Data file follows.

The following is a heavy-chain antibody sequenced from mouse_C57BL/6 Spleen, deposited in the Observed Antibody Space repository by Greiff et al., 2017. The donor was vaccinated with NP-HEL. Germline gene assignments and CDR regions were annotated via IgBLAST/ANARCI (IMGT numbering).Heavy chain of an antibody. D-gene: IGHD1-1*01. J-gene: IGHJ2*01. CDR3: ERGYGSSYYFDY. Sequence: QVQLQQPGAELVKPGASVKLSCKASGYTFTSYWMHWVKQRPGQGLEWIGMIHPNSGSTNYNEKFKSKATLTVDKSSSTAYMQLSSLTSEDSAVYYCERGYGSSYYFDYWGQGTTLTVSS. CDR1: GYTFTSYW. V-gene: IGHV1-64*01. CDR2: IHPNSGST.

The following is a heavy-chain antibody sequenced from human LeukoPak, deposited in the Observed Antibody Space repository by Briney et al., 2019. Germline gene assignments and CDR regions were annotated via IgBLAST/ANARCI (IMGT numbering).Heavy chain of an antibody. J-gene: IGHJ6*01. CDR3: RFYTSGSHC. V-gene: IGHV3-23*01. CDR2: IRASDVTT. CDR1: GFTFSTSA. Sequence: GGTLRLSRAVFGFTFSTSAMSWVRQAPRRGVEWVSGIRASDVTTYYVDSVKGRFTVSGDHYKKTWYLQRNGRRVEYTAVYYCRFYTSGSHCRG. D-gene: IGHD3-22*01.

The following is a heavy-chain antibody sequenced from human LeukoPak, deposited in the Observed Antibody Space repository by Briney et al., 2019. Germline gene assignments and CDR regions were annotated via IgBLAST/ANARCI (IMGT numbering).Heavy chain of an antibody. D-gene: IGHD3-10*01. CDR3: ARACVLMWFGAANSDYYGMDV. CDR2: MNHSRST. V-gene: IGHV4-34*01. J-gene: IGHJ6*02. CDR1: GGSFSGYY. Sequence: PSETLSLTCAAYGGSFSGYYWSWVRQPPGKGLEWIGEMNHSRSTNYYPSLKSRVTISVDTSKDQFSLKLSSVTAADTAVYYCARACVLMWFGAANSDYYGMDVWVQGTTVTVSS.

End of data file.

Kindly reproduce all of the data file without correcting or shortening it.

The following is a heavy-chain antibody sequenced from mouse_C57BL/6 Spleen, deposited in the Observed Antibody Space repository by Greiff et al., 2017. The donor was vaccinated with NP-HEL. Germline gene assignments and CDR regions were annotated via IgBLAST/ANARCI (IMGT numbering).Heavy chain of an antibody. D-gene: IGHD1-1*01. J-gene: IGHJ2*01. CDR3: ERGYGSSYYFDY. Sequence: QVQLQQPGAELVKPGASVKLSCKASGYTFTSYWMHWVKQRPGQGLEWIGMIHPNSGSTNYNEKFKSKATLTVDKSSSTAYMQLSSLTSEDSAVYYCERGYGSSYYFDYWGQGTTLTVSS. CDR1: GYTFTSYW. V-gene: IGHV1-64*01. CDR2: IHPNSGST.

The following is a heavy-chain antibody sequenced from human LeukoPak, deposited in the Observed Antibody Space repository by Briney et al., 2019. Germline gene assignments and CDR regions were annotated via IgBLAST/ANARCI (IMGT numbering).Heavy chain of an antibody. J-gene: IGHJ6*01. CDR3: RFYTSGSHC. V-gene: IGHV3-23*01. CDR2: IRASDVTT. CDR1: GFTFSTSA. Sequence: GGTLRLSRAVFGFTFSTSAMSWVRQAPRRGVEWVSGIRASDVTTYYVDSVKGRFTVSGDHYKKTWYLQRNGRRVEYTAVYYCRFYTSGSHCRG. D-gene: IGHD3-22*01.

The following is a heavy-chain antibody sequenced from human LeukoPak, deposited in the Observed Antibody Space repository by Briney et al., 2019. Germline gene assignments and CDR regions were annotated via IgBLAST/ANARCI (IMGT numbering).Heavy chain of an antibody. D-gene: IGHD3-10*01. CDR3: ARACVLMWFGAANSDYYGMDV. CDR2: MNHSRST. V-gene: IGHV4-34*01. J-gene: IGHJ6*02. CDR1: GGSFSGYY. Sequence: PSETLSLTCAAYGGSFSGYYWSWVRQPPGKGLEWIGEMNHSRSTNYYPSLKSRVTISVDTSKDQFSLKLSSVTAADTAVYYCARACVLMWFGAANSDYYGMDVWVQGTTVTVSS.